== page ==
Study indicates giant tsunami created by volcanic collapse may have overrun Cape Verde Islands in the past.
Tsunamis happen regularly in today’s world, and gigantic ones, while rare, have occurred during the last century. The largest ever recorded happened as a 1,724-foot-high wave, created by an earthquake and a 90 million-ton rock slide that fell into Alaska’s Lituya Bay, engulfed a corner of Alaska in 1958. Amazingly during that event, two fishermen were lifted atop the wave and carried over a forest, somehow living to tell about the adventure.
Open-ocean volcanoes are the main concern of the researchers and the point of the controversy. Some experts say the physics of waves created in the ocean would allow the waves to dissipate more rapidly and lose energy quickly, due to the amount of surface area to cover.
In the case of the Fogo tsunami, the giant wave would have had to travel about 34 miles across open ocean to reach the Cape Verde Islands. Some experts argue that the resulting wave created by the force of the collapsing volcano would have been significantly smaller by the time it reached the islands.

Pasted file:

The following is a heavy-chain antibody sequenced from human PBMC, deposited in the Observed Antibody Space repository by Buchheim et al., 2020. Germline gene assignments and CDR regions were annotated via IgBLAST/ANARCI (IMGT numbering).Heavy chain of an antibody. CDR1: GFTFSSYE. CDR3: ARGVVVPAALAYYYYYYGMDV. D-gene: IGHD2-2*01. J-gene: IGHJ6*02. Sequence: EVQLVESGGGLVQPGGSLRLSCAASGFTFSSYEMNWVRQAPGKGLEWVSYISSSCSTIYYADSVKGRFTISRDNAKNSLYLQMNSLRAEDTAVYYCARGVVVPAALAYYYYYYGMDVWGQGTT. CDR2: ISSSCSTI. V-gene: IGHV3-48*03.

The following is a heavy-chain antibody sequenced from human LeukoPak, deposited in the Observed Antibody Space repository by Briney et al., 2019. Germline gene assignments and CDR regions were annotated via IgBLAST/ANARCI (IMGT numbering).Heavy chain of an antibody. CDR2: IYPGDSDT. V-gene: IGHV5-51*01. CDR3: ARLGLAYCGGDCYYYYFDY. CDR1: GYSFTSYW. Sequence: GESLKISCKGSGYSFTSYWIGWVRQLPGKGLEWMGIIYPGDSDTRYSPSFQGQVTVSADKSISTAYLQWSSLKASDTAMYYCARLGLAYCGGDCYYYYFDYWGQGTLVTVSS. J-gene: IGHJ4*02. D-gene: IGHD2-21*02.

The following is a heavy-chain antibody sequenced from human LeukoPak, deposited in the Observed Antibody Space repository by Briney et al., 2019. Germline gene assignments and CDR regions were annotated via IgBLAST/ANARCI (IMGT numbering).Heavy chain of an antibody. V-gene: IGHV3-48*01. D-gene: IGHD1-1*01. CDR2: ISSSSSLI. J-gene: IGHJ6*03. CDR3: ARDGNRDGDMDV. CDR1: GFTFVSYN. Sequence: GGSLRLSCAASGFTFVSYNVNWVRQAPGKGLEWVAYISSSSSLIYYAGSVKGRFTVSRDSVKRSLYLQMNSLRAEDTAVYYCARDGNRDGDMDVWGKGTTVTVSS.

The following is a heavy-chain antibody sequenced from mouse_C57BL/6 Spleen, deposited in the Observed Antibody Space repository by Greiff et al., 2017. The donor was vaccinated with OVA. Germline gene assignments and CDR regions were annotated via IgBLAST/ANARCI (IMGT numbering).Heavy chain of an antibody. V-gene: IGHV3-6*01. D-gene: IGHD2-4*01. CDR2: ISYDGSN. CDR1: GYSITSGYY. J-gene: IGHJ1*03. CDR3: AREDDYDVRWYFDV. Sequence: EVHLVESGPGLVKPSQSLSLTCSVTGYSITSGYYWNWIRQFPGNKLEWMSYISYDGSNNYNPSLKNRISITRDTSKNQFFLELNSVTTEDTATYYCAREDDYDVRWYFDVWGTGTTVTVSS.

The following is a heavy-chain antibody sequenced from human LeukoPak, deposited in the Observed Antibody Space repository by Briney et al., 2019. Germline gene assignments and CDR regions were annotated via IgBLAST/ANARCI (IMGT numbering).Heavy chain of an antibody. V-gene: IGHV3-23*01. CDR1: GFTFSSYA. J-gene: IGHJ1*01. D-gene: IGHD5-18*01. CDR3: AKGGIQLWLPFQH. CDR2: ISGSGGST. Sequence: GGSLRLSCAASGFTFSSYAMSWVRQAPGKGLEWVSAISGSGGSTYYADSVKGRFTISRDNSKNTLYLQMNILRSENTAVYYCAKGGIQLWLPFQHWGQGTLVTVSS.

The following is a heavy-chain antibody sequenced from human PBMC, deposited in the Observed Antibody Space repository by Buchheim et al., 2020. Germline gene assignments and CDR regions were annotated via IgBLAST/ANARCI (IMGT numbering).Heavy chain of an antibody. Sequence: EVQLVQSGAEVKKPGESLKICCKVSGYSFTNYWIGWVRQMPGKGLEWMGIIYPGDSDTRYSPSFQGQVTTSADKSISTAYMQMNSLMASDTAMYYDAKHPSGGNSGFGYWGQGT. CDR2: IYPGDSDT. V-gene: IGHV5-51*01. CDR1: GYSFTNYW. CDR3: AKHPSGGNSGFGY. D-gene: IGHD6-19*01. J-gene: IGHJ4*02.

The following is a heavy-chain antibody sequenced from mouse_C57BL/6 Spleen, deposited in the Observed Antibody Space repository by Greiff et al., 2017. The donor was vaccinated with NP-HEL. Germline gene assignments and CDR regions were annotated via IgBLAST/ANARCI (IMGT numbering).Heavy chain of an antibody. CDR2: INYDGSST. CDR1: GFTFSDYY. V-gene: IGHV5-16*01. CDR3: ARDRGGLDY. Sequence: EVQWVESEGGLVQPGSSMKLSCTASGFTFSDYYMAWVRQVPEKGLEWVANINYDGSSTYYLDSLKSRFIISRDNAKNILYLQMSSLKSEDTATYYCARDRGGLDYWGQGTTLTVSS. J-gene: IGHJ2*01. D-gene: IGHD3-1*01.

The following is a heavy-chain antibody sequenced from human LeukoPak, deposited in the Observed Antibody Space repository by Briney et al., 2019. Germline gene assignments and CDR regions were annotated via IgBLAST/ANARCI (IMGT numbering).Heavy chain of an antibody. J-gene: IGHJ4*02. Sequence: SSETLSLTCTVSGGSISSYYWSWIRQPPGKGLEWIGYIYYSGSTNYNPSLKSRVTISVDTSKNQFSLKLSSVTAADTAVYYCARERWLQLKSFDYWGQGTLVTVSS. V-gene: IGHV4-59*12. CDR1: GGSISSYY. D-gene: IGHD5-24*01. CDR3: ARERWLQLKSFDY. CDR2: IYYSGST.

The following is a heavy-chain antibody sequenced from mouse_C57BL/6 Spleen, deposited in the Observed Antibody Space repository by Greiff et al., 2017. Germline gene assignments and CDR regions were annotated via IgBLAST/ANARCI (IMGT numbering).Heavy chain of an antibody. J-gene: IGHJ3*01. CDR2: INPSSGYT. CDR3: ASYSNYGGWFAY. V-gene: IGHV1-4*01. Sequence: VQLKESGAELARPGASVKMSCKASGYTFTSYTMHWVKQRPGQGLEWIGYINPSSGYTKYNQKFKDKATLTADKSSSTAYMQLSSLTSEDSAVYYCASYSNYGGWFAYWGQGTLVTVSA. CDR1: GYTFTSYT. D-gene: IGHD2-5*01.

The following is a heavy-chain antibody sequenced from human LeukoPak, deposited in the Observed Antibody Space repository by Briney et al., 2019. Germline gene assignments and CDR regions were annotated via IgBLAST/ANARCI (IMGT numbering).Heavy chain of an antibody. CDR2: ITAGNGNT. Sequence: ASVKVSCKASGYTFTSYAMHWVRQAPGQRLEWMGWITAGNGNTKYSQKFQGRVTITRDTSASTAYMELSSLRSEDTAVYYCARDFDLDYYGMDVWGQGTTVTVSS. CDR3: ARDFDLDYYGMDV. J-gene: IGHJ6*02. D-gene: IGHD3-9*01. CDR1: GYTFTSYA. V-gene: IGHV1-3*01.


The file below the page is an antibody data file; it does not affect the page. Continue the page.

Still the evidence of the out-of-place boulders remains, as does the possibility of the giant 800-foot tsunami.
A tsunami expert with the University College London, Bill McGuire said, the research “provides robust evidence of megatsunami formation [and] confirms that when volcanoes collapse, they can do so extremely rapidly.”
McGuire, who was not involved in the Fogo study, adds his own work finds that megatsunamis happen maybe once in 10,000 years. But he cautioned, “Nonetheless, the scale of such events, as the Fogo study testifies, and their potentially devastating impact, makes them a clear and serious hazard in ocean basins that host active volcanoes.”
But even though the evidence seems to point to a mega-disaster that happened 73,000 years ago, there is no immediate cause for alarm. Volcanoes erupt and collapse around the world and the events, while may be catastrophic in the immediate area, will not necessarily cause the type of damage that may have occurred at the Cape Verde Islands.
Even Ramahlo advises people not to jump to a conclusion, saying, the Fogo event doesn’t mean every collapse happens catastrophically.
The results of the study were published in the journal Science Advances.